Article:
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    CETA Reached "In Principle", Part Three: Meaningless Claims on Telecom & E-commerce

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    Friday October 18, 2013
    Without the CETA text, it is very difficult to assess many of the purported benefits of the draft agreement (additional posts on the need to release the text, the IP provisions, and the big win for pharmaceutical companies despite declining Canadian investment in research and development).  Consider the benefits for telecommunications and electronic commerce discussed in the government's summary document.  On electronic commerce, the government states:

    Businesses engaged in electronic commerce will benefit from greater certainty, confidence and
    protection.
    Twenty years ago, electronic commerce was in its infancy. Today, electronic commerce is a part of our daily lives. Canadians shop and plan holidays online, and buy and download software and entertainment content, including movies, television and music. Advertisers are making increased use of “smart advertising” on the Web to track our shopping habits and promote specific deals likely to interest us.


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    Canada - EU Trade Agreement Reached "In Principle", Part Two: The Intellectual Property Provisions

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    Friday October 18, 2013
    Intellectual property was one of the most contentious aspects of the CETA negotiations, with copyright, patents, and geographic indications all sources of concern. A summary of the impact of CETA on each is posted below (additional posts on the need to release the text and the telecom and e-commerce provisions).

    Copyright

    Early CETA drafts included extensive copyright provisions that would have rendered Canadian copyright law virtually unrecognizable from its current state.  The EU position on copyright changed after two developments in 2012. First, Canada passed long-awaited copyright reform that addressed several concerns, most notably legal protection for digital locks and ISP liability. Second, the EU abandoned many of the remaining demands after the European Parliament voted overwhelmingly in July 2012 to reject Anti-Counterfeiting Trade Agreement, striking a major blow to the hopes of supporters who envisioned a landmark agreement that would set a new standard for intellectual property rights enforcement. 


    The resulting copyright provisions appear benign, as the government is claiming that CETA is consistent with current Canadian law:


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    Canada - EU Trade Agreement Reached "In Principle", Part One: Now Release the Text

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    Friday October 18, 2013
    Canada and the European Union this morning formally announced that it they have reached an agreement in principle on the Canada - EU Trade Agreement (CETA) (additional posts on the IP provisions, telecom and e-commerce provisions, and the big win for pharmaceutical companies despite declining Canadian investment in research and development). Unfortunately, there was no release of the text and one is apparently not forthcoming for some time as the government argues that there is still some drafting and legal analysis needed (and presumably translation into several languages). However, without the actual text, the public is forced to rely on summary documents that merely provide an overview of the agreement. A transparent process mandates that all Canadians have access to the full text.  While the approval process will take a couple of years, Canada and the EU should release the draft text now.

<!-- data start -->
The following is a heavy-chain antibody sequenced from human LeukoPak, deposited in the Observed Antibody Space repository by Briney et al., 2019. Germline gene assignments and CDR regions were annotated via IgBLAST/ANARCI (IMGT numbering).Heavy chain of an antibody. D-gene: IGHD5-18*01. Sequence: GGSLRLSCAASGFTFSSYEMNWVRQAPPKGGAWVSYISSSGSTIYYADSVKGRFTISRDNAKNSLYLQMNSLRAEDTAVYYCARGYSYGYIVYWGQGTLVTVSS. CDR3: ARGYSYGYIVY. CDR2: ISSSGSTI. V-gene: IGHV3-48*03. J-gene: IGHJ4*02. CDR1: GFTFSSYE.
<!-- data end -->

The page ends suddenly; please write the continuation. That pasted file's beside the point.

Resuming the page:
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    Canadian Government Unveils Its Celebrations-First Agenda

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    Thursday October 17, 2013
    The government's Speech from the Throne was billed in advance as a "consumers-first" agenda with Industry Minister James Moore talking up initiatives such as tackling wireless roaming fees and the unbundling of cable television packages over the weekend. Yet it turns out the consumers-first agenda is pretty thin: the roaming fee issue may be limited to domestic roaming (an issue that is invisible to many wireless customers), the unbundling will be useful for some though not all television subscribers, and promising enhanced broadband in rural communities is a far cry from committing to universal broadband access for all Canadians by 2015 (other issues such as the anti-digital economy measure of banning extra fees for paper bills is hardly worth mentioning and an airline passenger bill of rights wasn't mentioned).

    Perhaps the real intended focus is a celebration-first agenda as the speech emphasizes that "Canada's Confederation is worth celebrating." The government therefore commits to marking the 150th anniversary of the Charlottetown and Quebec conferences, to celebrating the 200th birthdays of Sir George-Étienne Cartier and Sir John A. Macdonald, the centennial of the first world war, and the 75th anniversary of the second world war.


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